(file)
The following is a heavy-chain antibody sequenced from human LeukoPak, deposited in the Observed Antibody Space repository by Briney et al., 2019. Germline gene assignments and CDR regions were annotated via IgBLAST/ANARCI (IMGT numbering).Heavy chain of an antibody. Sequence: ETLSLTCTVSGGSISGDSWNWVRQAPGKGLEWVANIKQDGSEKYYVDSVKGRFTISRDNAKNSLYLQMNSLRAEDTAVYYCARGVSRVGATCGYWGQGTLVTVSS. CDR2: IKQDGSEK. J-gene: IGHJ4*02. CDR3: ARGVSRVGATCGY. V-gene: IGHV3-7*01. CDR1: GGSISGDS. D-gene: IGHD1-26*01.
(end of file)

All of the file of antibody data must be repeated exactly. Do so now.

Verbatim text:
The following is a heavy-chain antibody sequenced from human LeukoPak, deposited in the Observed Antibody Space repository by Briney et al., 2019. Germline gene assignments and CDR regions were annotated via IgBLAST/ANARCI (IMGT numbering).Heavy chain of an antibody. Sequence: ETLSLTCTVSGGSISGDSWNWVRQAPGKGLEWVANIKQDGSEKYYVDSVKGRFTISRDNAKNSLYLQMNSLRAEDTAVYYCARGVSRVGATCGYWGQGTLVTVSS. CDR2: IKQDGSEK. J-gene: IGHJ4*02. CDR3: ARGVSRVGATCGY. V-gene: IGHV3-7*01. CDR1: GGSISGDS. D-gene: IGHD1-26*01.